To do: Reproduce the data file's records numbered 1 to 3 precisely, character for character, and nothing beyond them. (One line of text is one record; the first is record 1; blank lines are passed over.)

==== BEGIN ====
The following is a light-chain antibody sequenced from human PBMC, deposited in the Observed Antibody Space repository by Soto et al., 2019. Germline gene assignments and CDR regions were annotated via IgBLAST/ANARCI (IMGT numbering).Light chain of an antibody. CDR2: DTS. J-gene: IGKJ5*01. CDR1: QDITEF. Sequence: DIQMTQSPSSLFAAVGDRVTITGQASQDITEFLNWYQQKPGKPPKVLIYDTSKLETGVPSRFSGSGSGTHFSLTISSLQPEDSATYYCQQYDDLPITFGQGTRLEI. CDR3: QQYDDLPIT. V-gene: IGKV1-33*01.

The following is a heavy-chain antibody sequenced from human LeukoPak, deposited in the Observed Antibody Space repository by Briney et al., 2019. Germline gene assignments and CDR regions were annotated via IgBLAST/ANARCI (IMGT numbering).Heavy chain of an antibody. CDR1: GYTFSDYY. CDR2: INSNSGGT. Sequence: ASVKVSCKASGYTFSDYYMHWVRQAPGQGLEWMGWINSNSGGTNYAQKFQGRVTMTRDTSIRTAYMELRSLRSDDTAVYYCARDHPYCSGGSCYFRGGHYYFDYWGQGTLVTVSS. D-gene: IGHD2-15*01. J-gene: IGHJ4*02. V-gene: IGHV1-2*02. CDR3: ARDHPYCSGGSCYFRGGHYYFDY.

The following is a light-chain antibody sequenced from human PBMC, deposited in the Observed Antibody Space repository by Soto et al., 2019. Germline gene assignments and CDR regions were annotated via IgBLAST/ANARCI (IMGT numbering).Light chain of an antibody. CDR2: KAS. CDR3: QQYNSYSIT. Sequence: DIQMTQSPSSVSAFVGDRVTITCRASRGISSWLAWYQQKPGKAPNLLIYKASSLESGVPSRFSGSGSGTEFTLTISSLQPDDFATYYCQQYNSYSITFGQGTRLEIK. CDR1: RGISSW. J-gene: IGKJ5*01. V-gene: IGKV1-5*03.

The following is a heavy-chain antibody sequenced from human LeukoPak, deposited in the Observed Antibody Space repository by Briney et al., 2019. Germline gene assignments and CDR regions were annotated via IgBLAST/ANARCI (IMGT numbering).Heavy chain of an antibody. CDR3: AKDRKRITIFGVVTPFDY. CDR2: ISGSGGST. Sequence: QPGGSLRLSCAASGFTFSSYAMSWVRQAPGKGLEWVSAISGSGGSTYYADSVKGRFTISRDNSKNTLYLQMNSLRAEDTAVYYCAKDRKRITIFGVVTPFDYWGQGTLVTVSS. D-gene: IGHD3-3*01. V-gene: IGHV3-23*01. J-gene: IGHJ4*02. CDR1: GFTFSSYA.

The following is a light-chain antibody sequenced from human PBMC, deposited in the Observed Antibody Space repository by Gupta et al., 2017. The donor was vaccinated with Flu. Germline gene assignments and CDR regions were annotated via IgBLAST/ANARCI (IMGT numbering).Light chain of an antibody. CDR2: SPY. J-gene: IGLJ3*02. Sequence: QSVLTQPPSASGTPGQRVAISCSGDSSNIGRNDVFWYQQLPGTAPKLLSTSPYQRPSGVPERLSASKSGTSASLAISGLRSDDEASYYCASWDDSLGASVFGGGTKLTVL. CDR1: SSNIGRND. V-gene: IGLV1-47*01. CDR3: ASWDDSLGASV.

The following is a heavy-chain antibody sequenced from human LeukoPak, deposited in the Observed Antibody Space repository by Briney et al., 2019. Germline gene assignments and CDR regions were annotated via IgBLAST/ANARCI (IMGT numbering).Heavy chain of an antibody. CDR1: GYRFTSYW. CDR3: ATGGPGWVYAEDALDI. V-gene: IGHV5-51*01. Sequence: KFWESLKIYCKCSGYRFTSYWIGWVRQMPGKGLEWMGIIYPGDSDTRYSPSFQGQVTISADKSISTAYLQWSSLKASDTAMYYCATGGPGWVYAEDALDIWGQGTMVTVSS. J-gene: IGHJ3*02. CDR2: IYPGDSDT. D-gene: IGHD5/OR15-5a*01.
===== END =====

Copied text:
The following is a light-chain antibody sequenced from human PBMC, deposited in the Observed Antibody Space repository by Soto et al., 2019. Germline gene assignments and CDR regions were annotated via IgBLAST/ANARCI (IMGT numbering).Light chain of an antibody. CDR2: DTS. J-gene: IGKJ5*01. CDR1: QDITEF. Sequence: DIQMTQSPSSLFAAVGDRVTITGQASQDITEFLNWYQQKPGKPPKVLIYDTSKLETGVPSRFSGSGSGTHFSLTISSLQPEDSATYYCQQYDDLPITFGQGTRLEI. CDR3: QQYDDLPIT. V-gene: IGKV1-33*01.

The following is a heavy-chain antibody sequenced from human LeukoPak, deposited in the Observed Antibody Space repository by Briney et al., 2019. Germline gene assignments and CDR regions were annotated via IgBLAST/ANARCI (IMGT numbering).Heavy chain of an antibody. CDR1: GYTFSDYY. CDR2: INSNSGGT. Sequence: ASVKVSCKASGYTFSDYYMHWVRQAPGQGLEWMGWINSNSGGTNYAQKFQGRVTMTRDTSIRTAYMELRSLRSDDTAVYYCARDHPYCSGGSCYFRGGHYYFDYWGQGTLVTVSS. D-gene: IGHD2-15*01. J-gene: IGHJ4*02. V-gene: IGHV1-2*02. CDR3: ARDHPYCSGGSCYFRGGHYYFDY.

The following is a light-chain antibody sequenced from human PBMC, deposited in the Observed Antibody Space repository by Soto et al., 2019. Germline gene assignments and CDR regions were annotated via IgBLAST/ANARCI (IMGT numbering).Light chain of an antibody. CDR2: KAS. CDR3: QQYNSYSIT. Sequence: DIQMTQSPSSVSAFVGDRVTITCRASRGISSWLAWYQQKPGKAPNLLIYKASSLESGVPSRFSGSGSGTEFTLTISSLQPDDFATYYCQQYNSYSITFGQGTRLEIK. CDR1: RGISSW. J-gene: IGKJ5*01. V-gene: IGKV1-5*03.